This is the first story in a seven-part series looking at women’s ambitions in the years following college.
Shortly after I turned 40 I was offered a fantastic job that I didn’t take. It had all the hallmarks of the kind of job I should take, and wanted to take, but it would have also meant a dramatic change in lifestyle. For the last 15 years I’d been a freelancer and then a small-business owner. I worked from home, which meant I could be around for my two young children. When someone had strep I could be there to administer the Tylenol in between conference calls. I picked my kids up from school most days and spent a lot of afternoons with them. I had what was, in theory, an ideal setup—I got to have a job and be a physically present mother.
But my career had stalled. I was taking on the same kinds of projects at 40 that I’d been doing 10 years earlier. Lots of the people I’d worked with early on in my career now had the word “global” in their title. They were VPs, making VP money and VP decisions, while I was cramming a full work day in before 3 p.m., and then spending my afternoons picking Cheerios off of the floor.
Now, somewhat suddenly, I had an offer. I loved the company and they loved me. As the last step of the interview process I had dinner with the creative director, who was the only woman at a senior level in the organization. Over plates of pasta I asked her what I hadn’t felt comfortable asking the men who ran the company: How flexible are the hours?
“They’re not,” she said. After seven years, the company leaders had begrudgingly allowed her to work from home on Fridays, she told me. It was a tech company. Twelve-hour days were the norm.
I couldn’t do it. And in the weeks that followed I sunk into a crisis of sorts. I spent lots of time reflecting back on my life, looking at the choices I’d made that had gotten me to this very point, and wondering exactly when it had all gotten so hard. I’d be walking to the grocery store and think, maybe I should move to Vermont and grow hydroponic tomatoes. Watching my kids play at the playground I’d think, maybe I should have gone to film school, or med school, or gotten a Ph.D. in political science. Heading to the dry cleaner I remembered my 10-second fascination with emerging markets and wondered, was leaving the huge consulting firm all those years ago a mistake?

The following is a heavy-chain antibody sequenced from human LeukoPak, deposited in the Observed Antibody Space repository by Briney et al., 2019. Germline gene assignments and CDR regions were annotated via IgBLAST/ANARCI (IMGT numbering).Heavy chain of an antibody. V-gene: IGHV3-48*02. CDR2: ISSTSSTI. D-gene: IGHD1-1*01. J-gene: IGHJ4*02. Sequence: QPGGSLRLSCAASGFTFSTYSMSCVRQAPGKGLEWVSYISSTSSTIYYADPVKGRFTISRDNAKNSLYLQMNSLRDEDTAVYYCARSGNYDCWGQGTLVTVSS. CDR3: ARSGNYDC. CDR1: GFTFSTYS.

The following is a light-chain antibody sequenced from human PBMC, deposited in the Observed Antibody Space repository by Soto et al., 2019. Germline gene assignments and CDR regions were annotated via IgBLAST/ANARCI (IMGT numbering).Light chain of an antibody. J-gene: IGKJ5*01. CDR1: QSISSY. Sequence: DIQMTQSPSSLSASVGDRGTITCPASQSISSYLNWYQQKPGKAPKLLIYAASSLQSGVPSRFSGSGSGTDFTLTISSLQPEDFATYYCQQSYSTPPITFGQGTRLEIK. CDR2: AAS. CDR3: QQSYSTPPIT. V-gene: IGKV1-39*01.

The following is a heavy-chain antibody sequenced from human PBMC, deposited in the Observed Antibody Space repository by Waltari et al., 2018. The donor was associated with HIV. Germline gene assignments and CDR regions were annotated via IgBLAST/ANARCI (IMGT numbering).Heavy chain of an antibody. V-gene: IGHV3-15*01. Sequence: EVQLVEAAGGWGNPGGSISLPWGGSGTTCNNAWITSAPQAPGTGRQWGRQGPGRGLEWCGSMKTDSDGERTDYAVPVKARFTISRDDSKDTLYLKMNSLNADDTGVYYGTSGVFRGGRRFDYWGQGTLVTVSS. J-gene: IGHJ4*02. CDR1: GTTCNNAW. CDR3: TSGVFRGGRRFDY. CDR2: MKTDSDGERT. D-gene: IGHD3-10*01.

At the same time, the conversation about leaning in and leaning out and having it all and opting out had reached hurricane-like proportions in the media. Marissa Mayer had recently been appointed CEO of Yahoo, only to banish working remotely. Sheryl Sandberg was exhorting everyone to step up their game, which I was trying to do, but felt I was falling short. Anne-Marie Slaughter’s story about how she’d needed to scale back (into a career that most mortal women would see as a leaned-in, overachieving one) had zinged around the internet and was more proof that all of it was impossible. And one study after another found that women lack confidence, struggle to break into management, and are increasingly dropping out of the workforce as they hit the apex of their careers.
I recalled a conversation I’d had in college. It was shortly after Bill Clinton had been elected, and my friends and I were claiming cabinet positions for ourselves in a hypothetical administration of the future. One would be the head of Health and Human Services, another was going to run the Justice Department. Someone else wanted to be the White House Communications Director. We believed, for just a moment, that if we worked hard enough we’d all be hanging out together in the Oval Office. (We also had no idea that two decades later we would watch a woman who believed the same thing fail in her own attempt to reach the Oval.) It had been a while since I’d talked to most of those women; I was in occasional touch with a few. I knew that none of them were in the cabinet, but what had become of them? Were they also finding life to be infinitely more complex than we’d anticipated back in college? Or was it just me?
* * *
I had known, as a college student, that being a working mother was going to be challenging. It was hard to miss. Arlie Hochschild’s book The Second Shift had come out a few years earlier, and I’d read it like an instruction manual. Step one: Marry a husband who will participate in the housework and child-rearing. Step two: Be okay with a house that is a little messy and don’t criticize the husband for not doing things the way you would do them. Step three: Don’t have a way of doing things in the first place. I determined early on that I wouldn’t care about decorating, cooking, or plants. I didn’t get married until I had a solidly established career, and my husband was an engaged parent who prioritized childcare and housework at more or less the same level I did. And yet, I was still stuck.